This coat was soon replaced by a more evolved representation, in 1872. Every quarter suffered amendments and two rampant lions were supporters now.

Second coat of arms during Carol I - 1872 (on 5 lei coin from 1881)Second coat of arms during Carol I - 1872 (on 2 bani coin from 1882)

Inside the first quarter the eagle looked left, now looks right; holds now cross in its beak, sword in the right and sceptre in the left talons. The second abode holds a very bearded urus, because it is thought already to be a wisent. It is clear to see the main urus (old, attested, representation) and around the head hairy beard. Well, the people that created the ensign didn't like to affect the known representation. Incapable to explain to them and to others how come such a hairy animal as the wisent (so it was thought to be) looks so plain, they made a compromise and wrapped the urus in hair. Accidentally, now a six ray star lies between the urus horns instead of a five ray one.

The third quarter hosts a rampant crowned lion, emerging from a crown and facing right toward a six ray star. This is the coat of arms of Oltenia, western province of Walachia. Although an old armorial compendium, actually a copy made after a work Ulric von Richental compiled between 1420 and 1430, displayed a crowned lion as coat of arms of Oltenia, no such representation is known to have been used by Romanians until 1872.

The last quarter is charged with two affronted dolphins. As we saw, the dolphins were Moldavian arms. They stood now for the sea territories Moldavia held at the Black Sea shore. As Moldavian arms, the dolphins can be seen even today on some lighting poles in the Moldavian capital Iași (known as Jassy also), poles manufactured in the 19th century. Nowadays the coat of arms of the Municipium of (akin to English municipality) Iași reverted to another old coat of it, the horse and fortress.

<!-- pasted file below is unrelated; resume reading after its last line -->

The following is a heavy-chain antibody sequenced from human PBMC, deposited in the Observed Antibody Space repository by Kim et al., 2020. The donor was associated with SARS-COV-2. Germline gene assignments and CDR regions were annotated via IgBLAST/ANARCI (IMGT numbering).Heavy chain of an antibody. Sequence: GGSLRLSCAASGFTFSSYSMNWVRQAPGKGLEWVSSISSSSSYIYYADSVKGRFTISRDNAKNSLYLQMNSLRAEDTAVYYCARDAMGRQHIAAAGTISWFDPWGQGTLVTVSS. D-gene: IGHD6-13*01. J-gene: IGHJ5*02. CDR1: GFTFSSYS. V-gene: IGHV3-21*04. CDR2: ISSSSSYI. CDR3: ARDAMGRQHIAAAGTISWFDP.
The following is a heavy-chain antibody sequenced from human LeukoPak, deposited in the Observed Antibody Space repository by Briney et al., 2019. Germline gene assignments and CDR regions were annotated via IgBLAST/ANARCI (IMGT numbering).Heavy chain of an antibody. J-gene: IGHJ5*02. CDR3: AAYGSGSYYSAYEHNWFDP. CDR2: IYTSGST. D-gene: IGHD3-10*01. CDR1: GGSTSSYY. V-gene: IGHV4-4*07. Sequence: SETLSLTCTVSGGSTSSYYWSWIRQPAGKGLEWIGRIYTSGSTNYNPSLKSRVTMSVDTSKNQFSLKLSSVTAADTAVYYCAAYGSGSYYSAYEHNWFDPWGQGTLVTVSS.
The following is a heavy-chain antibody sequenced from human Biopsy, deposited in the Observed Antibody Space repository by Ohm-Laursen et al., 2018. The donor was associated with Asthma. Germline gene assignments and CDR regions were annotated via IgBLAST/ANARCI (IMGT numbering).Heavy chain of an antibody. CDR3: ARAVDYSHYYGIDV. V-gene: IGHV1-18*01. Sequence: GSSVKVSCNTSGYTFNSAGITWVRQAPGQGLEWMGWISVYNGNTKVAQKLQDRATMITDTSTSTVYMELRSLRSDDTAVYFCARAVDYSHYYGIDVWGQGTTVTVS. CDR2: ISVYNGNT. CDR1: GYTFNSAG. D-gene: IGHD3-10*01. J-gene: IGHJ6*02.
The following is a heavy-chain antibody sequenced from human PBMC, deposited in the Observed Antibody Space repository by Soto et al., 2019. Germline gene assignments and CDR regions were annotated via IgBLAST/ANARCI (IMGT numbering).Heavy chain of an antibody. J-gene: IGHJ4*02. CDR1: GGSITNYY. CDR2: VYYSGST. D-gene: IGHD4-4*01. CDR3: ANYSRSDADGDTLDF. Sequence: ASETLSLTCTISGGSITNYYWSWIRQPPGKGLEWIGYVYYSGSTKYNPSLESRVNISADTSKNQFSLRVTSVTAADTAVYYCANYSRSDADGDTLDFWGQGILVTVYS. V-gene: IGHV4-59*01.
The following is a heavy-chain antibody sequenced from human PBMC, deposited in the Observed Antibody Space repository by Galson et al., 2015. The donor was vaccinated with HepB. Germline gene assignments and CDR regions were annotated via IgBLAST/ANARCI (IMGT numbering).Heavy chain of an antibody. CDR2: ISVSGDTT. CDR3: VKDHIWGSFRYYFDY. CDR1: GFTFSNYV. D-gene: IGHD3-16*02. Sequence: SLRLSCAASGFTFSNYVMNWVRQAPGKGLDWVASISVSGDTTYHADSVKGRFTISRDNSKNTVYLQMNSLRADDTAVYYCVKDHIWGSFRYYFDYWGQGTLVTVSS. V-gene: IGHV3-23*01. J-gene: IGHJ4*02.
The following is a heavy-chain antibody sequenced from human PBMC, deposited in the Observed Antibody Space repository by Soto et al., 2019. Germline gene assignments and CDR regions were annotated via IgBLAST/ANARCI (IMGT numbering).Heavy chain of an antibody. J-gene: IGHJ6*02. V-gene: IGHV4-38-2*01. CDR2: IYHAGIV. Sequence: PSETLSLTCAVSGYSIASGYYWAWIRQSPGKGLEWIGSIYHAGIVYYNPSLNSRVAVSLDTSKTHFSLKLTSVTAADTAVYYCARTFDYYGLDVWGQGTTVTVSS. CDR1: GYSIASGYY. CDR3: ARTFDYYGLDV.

In short let us conclude that the Romanian coat of arms in 1872 comprised the coat of arms of the two Romanian provinces and of the two dependencies they had.

Romania became independent in 1877 and was proclaimed kingdom in 1881, when Carol I was crowned with a steel crown made of the steel of captured Turkish cannons. The Russian ally, as the war ended, ripped from Romania the Moldavian shoreline. They pretended to make a fair trade, giving in exchange to Romania the territory of Dobrogea, the Danube Delta and the Isle of the Serpents at the Black Sea, all obtained in 1878 from the Ottoman Empire as amends of war. These territories, at the time underpopulated and mostly barren, had been lost to the Turks by Romanian princes in the Middle Age despite their opposition. On the other hand, what Russia got manu military from Romania were territories ripped from Moldavia in 1812 along the entire eastern half of the principality. The peace treaty following the Crimean War in 1856 returned Moldavia some of lost parts, the south of them.

Due to the facts shown, the fourth quarter of the Romanian coat of arms did not change, the signification only changed. The dolphins stood now for Dobrogea, the Danube Delta and the Isle of the Serpents at sea. Also the heraldic crowns that stamped the shield and the tent of the Romanian coat of arms looked more and more alike the crown born by the now King Carol I.

The Moldavian origin of the Romanian seashore territories coat of arms is indisputable. The oldest testimony of it can be found in Descriptio Moldaviae, book of Dimitrie Cantemir, renowned scholar and prince of Moldavia (1710-1711). The next citation is taken from the fourth chapter, from the paragraph entitled Basarabia, yore the third and chief part of Moldavia : "The fortress of Suceava only holds amidst its wall a large stone in which seven towers are carved, covered by a reigning crown, held by two lions. Besides this at the towers' foundation a stone with two scaly fish standing with their heads down and tails risen is seen, and beneath these the head of a wisent, between the horns of which a six ray star lies".

In 1918 three territories populated since ancient times by Romanians joined the MotherLand: Transylvania, Bucovina (ripped by Austria in 1775 from the principality of Moldavia) and Basarabia (eastern half of Moldavia ripped by Russia in 1812 and become gubernia).

The heraldic update came in June 1921. Three variants were then appointed. We used the smallest and most concise one for illustration (below) the medium size one. The medium had the crowned shield (comprising the usual Roman aquila) held by two lions, other adornments being also present. The full coat had the medium version placed under a crowned battle tent.

Romanian coat of arms established in 1921 (on 5 lei coin struck in 1930)